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Historical Texas Flags - Page 1 (U.S.)

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Last modified: 2020-08-15 by rick wyatt
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Texas War for Independence Flags: 1835 or earlier

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Long's Lone Star flag 1819
The First of the Texas "Lone Star" flags

[James Long 1818 flag] image by Peter Hans van den Muijzenberg, 13 July 2011

The early Texas' flag. The first 'Lone Star' on record in Texas was employed on the 'Long flag' of independence filibuster, Dr. James Long, in 1819 while Texas (Tejas) was still a province of New Spain.
Chrystian Kretowicz, 22 July 2002

The Jane Long flag is said to have been a solid red flag with a large white 5 pointed star in the middle. but the first flag is less known, but is believed to have also been the flag used by the Summerville Expedition men who crossed the Rio Grande in 1842 and fought in Mier, Mexico. This flag was also used by at least one Texas county when Texas seceded from the Union in 1861.
Tom Green, 25 November 2007

These flags are sometimes named after the wife of Dr. James Long. It was she who made several flags for her husband, while Long and his followers made multiple trips back and forth between New Orleans and Texas. Her first flag had a single white star on a red field. While staying in New Orleans, Jane made a second version of the flag adding 13 red and white stripes and placing the star in a red canton. This flag is considered by some to be the official flag of the second Texas Republic. (source)
Pete Loeser, 27 July 2020


Second Republic of Texas Flag 1821
The Second Invasion

[1819 Flag of Texas] image by Peter Hans van den Muijzenberg, 26 November 2007

Dr. Long left Texas quickly and later returned in 1821 with a new flag that included his wife's flag as the canton and 13 red and white stripes. This flag is well known.
Tom Green, 25 November 2007

The second group of Americans to invade Texas were James Long and his followers in 1821 carrying their new Lone Star flag with its 13 red and white stripes, hoping their design would attract more Americans to their cause. Besides making the flags, his wife Jane Long also became known as the "Mother of Texas" after she gave birth to a child on her husband's campaign against the Presidio La Bahia in Goliad.
Later, Long met his end when he was invited to meet with those working for Mexican independence in Mexico City. When he arrived he was "accidentally" shot and killed under very suspicious circumstances. He is said to have been shot by a nervous soldier while removing his passport from his pocket. (source)
Pete Loeser, 27 July 2020


Constitution of 1824
Dimmit's First Flag

[Dimmit's 1st Flag c1824]     [Constitution of 1824]
image from Pete Loeser, 27 July 2020

     In 1835, Phillip Dimmit, a Kentuckian and local merchant, was placed charge of the captured Presidio La Bahía in Bexar, Texas. Dimmit at first was a strong voice for reconciling with Mexico and is credited for designing this flag that was destined to be carried at the Battle of the Nueces in November of 1835. He strongly felt that if the Mexican government followed the laws established in the Constitution of 1824 all would be well in Texas. Events soon proved him wrong.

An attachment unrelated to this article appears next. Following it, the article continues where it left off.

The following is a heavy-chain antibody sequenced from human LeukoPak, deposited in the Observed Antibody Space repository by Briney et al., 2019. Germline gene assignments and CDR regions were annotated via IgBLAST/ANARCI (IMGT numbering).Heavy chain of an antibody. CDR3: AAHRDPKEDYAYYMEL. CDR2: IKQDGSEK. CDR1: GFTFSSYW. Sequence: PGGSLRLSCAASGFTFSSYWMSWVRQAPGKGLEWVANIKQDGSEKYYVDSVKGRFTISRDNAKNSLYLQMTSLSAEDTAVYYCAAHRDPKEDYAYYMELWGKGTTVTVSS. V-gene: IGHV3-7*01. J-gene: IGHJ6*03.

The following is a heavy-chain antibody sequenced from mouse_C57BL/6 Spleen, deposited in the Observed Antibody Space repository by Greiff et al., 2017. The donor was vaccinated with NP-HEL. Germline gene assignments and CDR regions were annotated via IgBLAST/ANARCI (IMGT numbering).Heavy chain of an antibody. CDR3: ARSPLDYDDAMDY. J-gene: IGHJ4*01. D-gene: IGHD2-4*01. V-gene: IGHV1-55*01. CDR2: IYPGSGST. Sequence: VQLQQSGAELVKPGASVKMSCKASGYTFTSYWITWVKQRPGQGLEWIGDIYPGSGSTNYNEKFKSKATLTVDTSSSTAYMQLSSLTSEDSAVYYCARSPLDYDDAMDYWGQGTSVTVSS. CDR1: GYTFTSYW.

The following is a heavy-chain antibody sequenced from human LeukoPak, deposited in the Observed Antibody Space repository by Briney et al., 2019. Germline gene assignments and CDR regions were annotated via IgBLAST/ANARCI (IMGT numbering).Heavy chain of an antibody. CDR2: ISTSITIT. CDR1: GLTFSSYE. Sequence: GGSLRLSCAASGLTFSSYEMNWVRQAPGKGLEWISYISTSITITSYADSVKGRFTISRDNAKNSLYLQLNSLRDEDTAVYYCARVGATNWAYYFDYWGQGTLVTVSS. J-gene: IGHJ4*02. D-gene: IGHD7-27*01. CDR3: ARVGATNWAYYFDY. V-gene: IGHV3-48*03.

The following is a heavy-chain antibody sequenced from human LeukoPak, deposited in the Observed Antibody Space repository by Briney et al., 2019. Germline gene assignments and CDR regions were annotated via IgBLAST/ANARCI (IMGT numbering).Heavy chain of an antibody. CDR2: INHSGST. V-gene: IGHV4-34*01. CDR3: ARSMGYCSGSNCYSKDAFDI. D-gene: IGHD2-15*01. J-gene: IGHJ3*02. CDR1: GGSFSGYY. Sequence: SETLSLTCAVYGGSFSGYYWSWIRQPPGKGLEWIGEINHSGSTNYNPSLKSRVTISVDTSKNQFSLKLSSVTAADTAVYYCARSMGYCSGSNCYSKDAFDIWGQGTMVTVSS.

Mexican forces had garrisoned nearby Fort Lipantitl├ín on the Nueces River and began operations against Bexar from this new position. In November of 1835, Dimmit, in response put together a force of about 30 mounted riflemen, under the command of Ira Westover, and sent them out to eliminate the threat. Although outnumbered, the Texans carried rifles, which outstripped the Mexican muskets for distance and accuracy. The Mexican Commander at Lipantitlán, Captain Nicolás Rodríguez, marched out to meet the approaching Texans with a force of 80 men, but was unable to find them. The Texans, avoiding the Mexican force, arrived at the small fort and the handful of Mexican troopers remained in the fort surrendered. When Rodríguez received word of the Texan capture of Lipantitlán, he rushed back and caught the Texans crossing the river after they had destroyed as much of the fort as possible. The "Battle of the Nueces" had begun.
     The fight lasted about thirty-two minutes. Eight Mexican soldiers were killed with about twelve to fourteen wounded. First Sergeant Bracken was the only wounded among the Texans. Rodríguez refused to continue the fighting saying that the Texan rifle fire was more than his men could stand. The defeated Mexican force retreated toward Matamoros, while the Texans, after doing as much damage as possible to the fort at the Nueces, headed back toward the presidio at Bexar. Dimmit soon left Bexar and took command of the garrison at Goliad. (source)
Pete Loeser, 27 July 2020


Fredonian Rebellion Flag 1826

[1826 Flag of Texas' Fredonian Rebellion] obverse side     [1826 Flag of Texas' Fredonian Rebellion] reverse side
images by Chris Pinette, 23 March 2000 and  Jaume Ollé, 14 June 2003